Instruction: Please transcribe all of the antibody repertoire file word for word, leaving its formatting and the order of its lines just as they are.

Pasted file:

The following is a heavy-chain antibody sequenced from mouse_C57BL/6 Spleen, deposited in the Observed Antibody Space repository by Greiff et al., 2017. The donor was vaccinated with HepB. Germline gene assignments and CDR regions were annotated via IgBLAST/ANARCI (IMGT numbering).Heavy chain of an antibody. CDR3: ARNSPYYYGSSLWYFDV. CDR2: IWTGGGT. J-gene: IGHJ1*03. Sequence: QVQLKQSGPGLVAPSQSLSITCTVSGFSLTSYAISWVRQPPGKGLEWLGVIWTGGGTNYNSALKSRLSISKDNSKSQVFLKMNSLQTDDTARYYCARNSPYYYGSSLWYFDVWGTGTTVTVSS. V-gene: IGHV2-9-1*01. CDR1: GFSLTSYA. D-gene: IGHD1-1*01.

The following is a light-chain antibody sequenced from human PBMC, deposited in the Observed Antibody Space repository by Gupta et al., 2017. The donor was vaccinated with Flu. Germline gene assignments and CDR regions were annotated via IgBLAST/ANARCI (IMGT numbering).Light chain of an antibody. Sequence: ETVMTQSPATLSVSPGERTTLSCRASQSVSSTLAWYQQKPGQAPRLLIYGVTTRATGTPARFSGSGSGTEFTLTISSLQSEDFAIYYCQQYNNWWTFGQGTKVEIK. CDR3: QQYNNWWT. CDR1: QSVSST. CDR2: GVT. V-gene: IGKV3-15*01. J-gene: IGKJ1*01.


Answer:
The following is a heavy-chain antibody sequenced from mouse_C57BL/6 Spleen, deposited in the Observed Antibody Space repository by Greiff et al., 2017. The donor was vaccinated with HepB. Germline gene assignments and CDR regions were annotated via IgBLAST/ANARCI (IMGT numbering).Heavy chain of an antibody. CDR3: ARNSPYYYGSSLWYFDV. CDR2: IWTGGGT. J-gene: IGHJ1*03. Sequence: QVQLKQSGPGLVAPSQSLSITCTVSGFSLTSYAISWVRQPPGKGLEWLGVIWTGGGTNYNSALKSRLSISKDNSKSQVFLKMNSLQTDDTARYYCARNSPYYYGSSLWYFDVWGTGTTVTVSS. V-gene: IGHV2-9-1*01. CDR1: GFSLTSYA. D-gene: IGHD1-1*01.

The following is a light-chain antibody sequenced from human PBMC, deposited in the Observed Antibody Space repository by Gupta et al., 2017. The donor was vaccinated with Flu. Germline gene assignments and CDR regions were annotated via IgBLAST/ANARCI (IMGT numbering).Light chain of an antibody. Sequence: ETVMTQSPATLSVSPGERTTLSCRASQSVSSTLAWYQQKPGQAPRLLIYGVTTRATGTPARFSGSGSGTEFTLTISSLQSEDFAIYYCQQYNNWWTFGQGTKVEIK. CDR3: QQYNNWWT. CDR1: QSVSST. CDR2: GVT. V-gene: IGKV3-15*01. J-gene: IGKJ1*01.